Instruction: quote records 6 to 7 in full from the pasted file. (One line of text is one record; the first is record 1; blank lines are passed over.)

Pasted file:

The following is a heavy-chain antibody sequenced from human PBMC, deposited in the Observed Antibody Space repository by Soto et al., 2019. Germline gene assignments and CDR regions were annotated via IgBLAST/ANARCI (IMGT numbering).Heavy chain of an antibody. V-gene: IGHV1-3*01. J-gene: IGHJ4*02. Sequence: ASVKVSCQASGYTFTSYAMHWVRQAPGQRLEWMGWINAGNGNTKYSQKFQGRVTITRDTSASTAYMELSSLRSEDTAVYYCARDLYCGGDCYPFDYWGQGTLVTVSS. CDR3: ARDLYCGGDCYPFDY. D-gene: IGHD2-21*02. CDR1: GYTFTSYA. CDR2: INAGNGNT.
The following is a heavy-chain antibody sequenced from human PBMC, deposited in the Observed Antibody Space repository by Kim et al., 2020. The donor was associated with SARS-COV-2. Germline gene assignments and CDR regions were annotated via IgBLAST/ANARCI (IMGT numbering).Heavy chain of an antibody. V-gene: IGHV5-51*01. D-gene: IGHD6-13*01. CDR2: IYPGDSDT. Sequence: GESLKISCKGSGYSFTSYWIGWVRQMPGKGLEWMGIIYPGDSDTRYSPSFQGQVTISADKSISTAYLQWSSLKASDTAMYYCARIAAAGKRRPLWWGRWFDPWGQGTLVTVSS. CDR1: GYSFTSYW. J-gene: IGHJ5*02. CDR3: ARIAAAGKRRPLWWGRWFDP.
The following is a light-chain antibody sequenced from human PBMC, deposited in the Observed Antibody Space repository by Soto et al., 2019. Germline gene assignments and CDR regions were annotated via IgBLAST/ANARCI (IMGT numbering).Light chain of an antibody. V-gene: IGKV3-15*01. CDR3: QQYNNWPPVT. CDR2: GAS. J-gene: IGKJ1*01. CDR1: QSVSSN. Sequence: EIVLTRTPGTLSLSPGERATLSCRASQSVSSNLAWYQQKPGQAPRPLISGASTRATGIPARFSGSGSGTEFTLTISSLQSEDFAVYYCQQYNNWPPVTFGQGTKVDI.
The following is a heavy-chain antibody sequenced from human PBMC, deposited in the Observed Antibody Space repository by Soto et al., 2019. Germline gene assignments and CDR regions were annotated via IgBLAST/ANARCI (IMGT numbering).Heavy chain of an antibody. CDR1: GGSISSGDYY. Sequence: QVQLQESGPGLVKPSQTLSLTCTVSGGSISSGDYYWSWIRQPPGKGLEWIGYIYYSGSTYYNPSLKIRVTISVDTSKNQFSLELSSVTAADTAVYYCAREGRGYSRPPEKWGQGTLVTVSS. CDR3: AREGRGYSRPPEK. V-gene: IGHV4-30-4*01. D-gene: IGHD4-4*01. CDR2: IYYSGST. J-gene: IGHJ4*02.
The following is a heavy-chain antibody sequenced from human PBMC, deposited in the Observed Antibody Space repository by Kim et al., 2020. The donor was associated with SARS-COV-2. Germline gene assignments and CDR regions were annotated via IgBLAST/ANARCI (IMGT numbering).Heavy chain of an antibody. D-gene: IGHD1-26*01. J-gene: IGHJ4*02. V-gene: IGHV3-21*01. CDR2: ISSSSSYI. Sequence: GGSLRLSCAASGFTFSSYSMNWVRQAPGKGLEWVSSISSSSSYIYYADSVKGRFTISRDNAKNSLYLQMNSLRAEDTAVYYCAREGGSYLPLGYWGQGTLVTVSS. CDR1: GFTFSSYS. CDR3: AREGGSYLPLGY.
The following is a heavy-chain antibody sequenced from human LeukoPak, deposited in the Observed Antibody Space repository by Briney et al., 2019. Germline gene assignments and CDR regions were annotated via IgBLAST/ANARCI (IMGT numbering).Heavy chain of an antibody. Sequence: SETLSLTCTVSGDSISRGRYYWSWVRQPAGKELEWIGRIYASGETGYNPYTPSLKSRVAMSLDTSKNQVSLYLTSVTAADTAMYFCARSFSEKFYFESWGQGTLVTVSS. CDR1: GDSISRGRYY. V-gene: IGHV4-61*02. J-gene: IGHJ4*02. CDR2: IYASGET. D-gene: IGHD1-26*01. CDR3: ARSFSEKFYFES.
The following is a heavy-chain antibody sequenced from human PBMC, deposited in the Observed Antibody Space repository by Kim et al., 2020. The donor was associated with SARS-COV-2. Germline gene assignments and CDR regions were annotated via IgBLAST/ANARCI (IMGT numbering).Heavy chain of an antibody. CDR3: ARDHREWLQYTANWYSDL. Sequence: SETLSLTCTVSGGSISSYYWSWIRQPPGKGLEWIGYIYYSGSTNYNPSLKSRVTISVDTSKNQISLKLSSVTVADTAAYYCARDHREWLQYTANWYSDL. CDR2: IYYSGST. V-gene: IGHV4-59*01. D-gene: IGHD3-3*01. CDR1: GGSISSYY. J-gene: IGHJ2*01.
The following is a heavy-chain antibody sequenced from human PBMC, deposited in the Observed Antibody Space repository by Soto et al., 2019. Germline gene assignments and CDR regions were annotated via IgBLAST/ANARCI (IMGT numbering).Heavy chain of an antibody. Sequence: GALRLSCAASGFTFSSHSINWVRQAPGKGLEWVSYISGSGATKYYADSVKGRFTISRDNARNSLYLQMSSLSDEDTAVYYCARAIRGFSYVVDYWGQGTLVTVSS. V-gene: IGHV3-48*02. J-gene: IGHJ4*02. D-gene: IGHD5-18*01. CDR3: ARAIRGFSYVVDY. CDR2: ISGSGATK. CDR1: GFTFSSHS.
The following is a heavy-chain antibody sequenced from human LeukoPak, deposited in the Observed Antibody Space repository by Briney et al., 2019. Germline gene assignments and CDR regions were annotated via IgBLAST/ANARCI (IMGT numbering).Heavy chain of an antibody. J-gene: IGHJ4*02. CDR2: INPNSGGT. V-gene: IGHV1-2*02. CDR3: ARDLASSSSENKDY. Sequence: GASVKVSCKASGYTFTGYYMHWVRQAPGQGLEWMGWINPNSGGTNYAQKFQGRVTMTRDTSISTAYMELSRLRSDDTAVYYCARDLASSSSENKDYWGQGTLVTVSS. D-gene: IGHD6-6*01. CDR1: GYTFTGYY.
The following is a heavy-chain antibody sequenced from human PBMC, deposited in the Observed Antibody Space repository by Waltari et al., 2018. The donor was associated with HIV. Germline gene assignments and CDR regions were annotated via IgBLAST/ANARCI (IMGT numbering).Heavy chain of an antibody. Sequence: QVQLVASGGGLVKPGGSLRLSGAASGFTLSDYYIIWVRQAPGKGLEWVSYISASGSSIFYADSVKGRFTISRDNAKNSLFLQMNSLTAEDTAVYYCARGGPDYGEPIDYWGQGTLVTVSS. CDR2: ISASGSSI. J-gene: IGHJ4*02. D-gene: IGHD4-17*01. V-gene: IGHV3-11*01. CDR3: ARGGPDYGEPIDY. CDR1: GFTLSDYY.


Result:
The following is a heavy-chain antibody sequenced from human LeukoPak, deposited in the Observed Antibody Space repository by Briney et al., 2019. Germline gene assignments and CDR regions were annotated via IgBLAST/ANARCI (IMGT numbering).Heavy chain of an antibody. Sequence: SETLSLTCTVSGDSISRGRYYWSWVRQPAGKELEWIGRIYASGETGYNPYTPSLKSRVAMSLDTSKNQVSLYLTSVTAADTAMYFCARSFSEKFYFESWGQGTLVTVSS. CDR1: GDSISRGRYY. V-gene: IGHV4-61*02. J-gene: IGHJ4*02. CDR2: IYASGET. D-gene: IGHD1-26*01. CDR3: ARSFSEKFYFES.
The following is a heavy-chain antibody sequenced from human PBMC, deposited in the Observed Antibody Space repository by Kim et al., 2020. The donor was associated with SARS-COV-2. Germline gene assignments and CDR regions were annotated via IgBLAST/ANARCI (IMGT numbering).Heavy chain of an antibody. CDR3: ARDHREWLQYTANWYSDL. Sequence: SETLSLTCTVSGGSISSYYWSWIRQPPGKGLEWIGYIYYSGSTNYNPSLKSRVTISVDTSKNQISLKLSSVTVADTAAYYCARDHREWLQYTANWYSDL. CDR2: IYYSGST. V-gene: IGHV4-59*01. D-gene: IGHD3-3*01. CDR1: GGSISSYY. J-gene: IGHJ2*01.